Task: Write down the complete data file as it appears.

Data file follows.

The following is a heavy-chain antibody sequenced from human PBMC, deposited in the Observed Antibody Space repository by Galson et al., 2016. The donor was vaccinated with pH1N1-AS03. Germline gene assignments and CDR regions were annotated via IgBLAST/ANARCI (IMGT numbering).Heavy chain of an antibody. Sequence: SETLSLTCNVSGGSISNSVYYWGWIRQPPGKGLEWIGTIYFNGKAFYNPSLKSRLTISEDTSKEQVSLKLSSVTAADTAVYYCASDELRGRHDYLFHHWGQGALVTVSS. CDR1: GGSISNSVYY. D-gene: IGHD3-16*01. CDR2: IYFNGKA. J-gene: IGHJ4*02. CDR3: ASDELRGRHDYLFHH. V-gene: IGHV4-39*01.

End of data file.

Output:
The following is a heavy-chain antibody sequenced from human PBMC, deposited in the Observed Antibody Space repository by Galson et al., 2016. The donor was vaccinated with pH1N1-AS03. Germline gene assignments and CDR regions were annotated via IgBLAST/ANARCI (IMGT numbering).Heavy chain of an antibody. Sequence: SETLSLTCNVSGGSISNSVYYWGWIRQPPGKGLEWIGTIYFNGKAFYNPSLKSRLTISEDTSKEQVSLKLSSVTAADTAVYYCASDELRGRHDYLFHHWGQGALVTVSS. CDR1: GGSISNSVYY. D-gene: IGHD3-16*01. CDR2: IYFNGKA. J-gene: IGHJ4*02. CDR3: ASDELRGRHDYLFHH. V-gene: IGHV4-39*01.